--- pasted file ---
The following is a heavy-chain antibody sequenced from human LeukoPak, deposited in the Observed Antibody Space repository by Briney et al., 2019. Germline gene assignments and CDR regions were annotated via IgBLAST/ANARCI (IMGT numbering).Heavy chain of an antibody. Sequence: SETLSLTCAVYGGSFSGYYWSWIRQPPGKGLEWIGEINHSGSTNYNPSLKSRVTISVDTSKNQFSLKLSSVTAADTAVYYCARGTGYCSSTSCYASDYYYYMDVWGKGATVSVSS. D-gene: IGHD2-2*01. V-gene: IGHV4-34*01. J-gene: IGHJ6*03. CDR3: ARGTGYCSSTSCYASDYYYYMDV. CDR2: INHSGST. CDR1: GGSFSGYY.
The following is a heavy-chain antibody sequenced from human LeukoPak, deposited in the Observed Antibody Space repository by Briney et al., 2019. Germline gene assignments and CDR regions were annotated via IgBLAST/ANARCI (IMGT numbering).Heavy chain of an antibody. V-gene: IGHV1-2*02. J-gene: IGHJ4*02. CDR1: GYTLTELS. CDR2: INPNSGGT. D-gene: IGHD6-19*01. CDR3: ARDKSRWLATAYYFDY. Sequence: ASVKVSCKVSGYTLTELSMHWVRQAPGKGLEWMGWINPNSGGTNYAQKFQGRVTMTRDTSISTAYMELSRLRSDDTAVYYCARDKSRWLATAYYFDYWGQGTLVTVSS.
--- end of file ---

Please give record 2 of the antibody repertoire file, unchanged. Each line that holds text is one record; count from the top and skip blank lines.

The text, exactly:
The following is a heavy-chain antibody sequenced from human LeukoPak, deposited in the Observed Antibody Space repository by Briney et al., 2019. Germline gene assignments and CDR regions were annotated via IgBLAST/ANARCI (IMGT numbering).Heavy chain of an antibody. V-gene: IGHV1-2*02. J-gene: IGHJ4*02. CDR1: GYTLTELS. CDR2: INPNSGGT. D-gene: IGHD6-19*01. CDR3: ARDKSRWLATAYYFDY. Sequence: ASVKVSCKVSGYTLTELSMHWVRQAPGKGLEWMGWINPNSGGTNYAQKFQGRVTMTRDTSISTAYMELSRLRSDDTAVYYCARDKSRWLATAYYFDYWGQGTLVTVSS.